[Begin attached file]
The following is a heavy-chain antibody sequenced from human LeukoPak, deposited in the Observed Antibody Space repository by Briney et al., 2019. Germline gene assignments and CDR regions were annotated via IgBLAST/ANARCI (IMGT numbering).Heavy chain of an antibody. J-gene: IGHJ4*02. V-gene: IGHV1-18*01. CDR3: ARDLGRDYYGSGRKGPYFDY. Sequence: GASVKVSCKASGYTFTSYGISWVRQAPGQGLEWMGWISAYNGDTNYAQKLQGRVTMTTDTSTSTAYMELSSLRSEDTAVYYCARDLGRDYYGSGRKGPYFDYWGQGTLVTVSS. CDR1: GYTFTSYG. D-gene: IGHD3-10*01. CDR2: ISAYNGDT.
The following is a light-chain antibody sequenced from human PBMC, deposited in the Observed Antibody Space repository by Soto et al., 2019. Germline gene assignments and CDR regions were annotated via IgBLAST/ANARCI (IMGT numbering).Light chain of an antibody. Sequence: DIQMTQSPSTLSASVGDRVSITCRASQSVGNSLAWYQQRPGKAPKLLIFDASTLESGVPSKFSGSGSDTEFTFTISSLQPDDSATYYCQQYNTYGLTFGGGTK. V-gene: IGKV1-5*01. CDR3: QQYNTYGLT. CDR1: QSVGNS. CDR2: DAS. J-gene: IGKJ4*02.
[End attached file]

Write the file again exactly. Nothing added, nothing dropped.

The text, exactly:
The following is a heavy-chain antibody sequenced from human LeukoPak, deposited in the Observed Antibody Space repository by Briney et al., 2019. Germline gene assignments and CDR regions were annotated via IgBLAST/ANARCI (IMGT numbering).Heavy chain of an antibody. J-gene: IGHJ4*02. V-gene: IGHV1-18*01. CDR3: ARDLGRDYYGSGRKGPYFDY. Sequence: GASVKVSCKASGYTFTSYGISWVRQAPGQGLEWMGWISAYNGDTNYAQKLQGRVTMTTDTSTSTAYMELSSLRSEDTAVYYCARDLGRDYYGSGRKGPYFDYWGQGTLVTVSS. CDR1: GYTFTSYG. D-gene: IGHD3-10*01. CDR2: ISAYNGDT.
The following is a light-chain antibody sequenced from human PBMC, deposited in the Observed Antibody Space repository by Soto et al., 2019. Germline gene assignments and CDR regions were annotated via IgBLAST/ANARCI (IMGT numbering).Light chain of an antibody. Sequence: DIQMTQSPSTLSASVGDRVSITCRASQSVGNSLAWYQQRPGKAPKLLIFDASTLESGVPSKFSGSGSDTEFTFTISSLQPDDSATYYCQQYNTYGLTFGGGTK. V-gene: IGKV1-5*01. CDR3: QQYNTYGLT. CDR1: QSVGNS. CDR2: DAS. J-gene: IGKJ4*02.